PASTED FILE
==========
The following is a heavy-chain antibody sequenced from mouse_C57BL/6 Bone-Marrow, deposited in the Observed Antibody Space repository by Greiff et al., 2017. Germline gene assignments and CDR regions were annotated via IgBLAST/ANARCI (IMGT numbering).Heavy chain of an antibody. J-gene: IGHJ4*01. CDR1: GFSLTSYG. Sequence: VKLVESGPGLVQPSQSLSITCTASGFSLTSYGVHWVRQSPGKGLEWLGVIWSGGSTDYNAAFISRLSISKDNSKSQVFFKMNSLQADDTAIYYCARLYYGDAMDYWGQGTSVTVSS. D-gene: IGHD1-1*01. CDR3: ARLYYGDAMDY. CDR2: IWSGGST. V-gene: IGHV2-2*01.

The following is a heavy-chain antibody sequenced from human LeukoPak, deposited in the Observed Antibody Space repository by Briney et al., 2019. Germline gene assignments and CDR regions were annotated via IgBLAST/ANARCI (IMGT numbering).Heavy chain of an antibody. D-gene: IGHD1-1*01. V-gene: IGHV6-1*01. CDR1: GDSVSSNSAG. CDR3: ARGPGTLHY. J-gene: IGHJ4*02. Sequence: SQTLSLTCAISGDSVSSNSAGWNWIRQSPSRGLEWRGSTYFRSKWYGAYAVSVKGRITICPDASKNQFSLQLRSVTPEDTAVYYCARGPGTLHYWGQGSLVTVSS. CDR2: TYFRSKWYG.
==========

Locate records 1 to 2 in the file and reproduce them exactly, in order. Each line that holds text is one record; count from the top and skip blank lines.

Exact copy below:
The following is a heavy-chain antibody sequenced from mouse_C57BL/6 Bone-Marrow, deposited in the Observed Antibody Space repository by Greiff et al., 2017. Germline gene assignments and CDR regions were annotated via IgBLAST/ANARCI (IMGT numbering).Heavy chain of an antibody. J-gene: IGHJ4*01. CDR1: GFSLTSYG. Sequence: VKLVESGPGLVQPSQSLSITCTASGFSLTSYGVHWVRQSPGKGLEWLGVIWSGGSTDYNAAFISRLSISKDNSKSQVFFKMNSLQADDTAIYYCARLYYGDAMDYWGQGTSVTVSS. D-gene: IGHD1-1*01. CDR3: ARLYYGDAMDY. CDR2: IWSGGST. V-gene: IGHV2-2*01.

The following is a heavy-chain antibody sequenced from human LeukoPak, deposited in the Observed Antibody Space repository by Briney et al., 2019. Germline gene assignments and CDR regions were annotated via IgBLAST/ANARCI (IMGT numbering).Heavy chain of an antibody. D-gene: IGHD1-1*01. V-gene: IGHV6-1*01. CDR1: GDSVSSNSAG. CDR3: ARGPGTLHY. J-gene: IGHJ4*02. Sequence: SQTLSLTCAISGDSVSSNSAGWNWIRQSPSRGLEWRGSTYFRSKWYGAYAVSVKGRITICPDASKNQFSLQLRSVTPEDTAVYYCARGPGTLHYWGQGSLVTVSS. CDR2: TYFRSKWYG.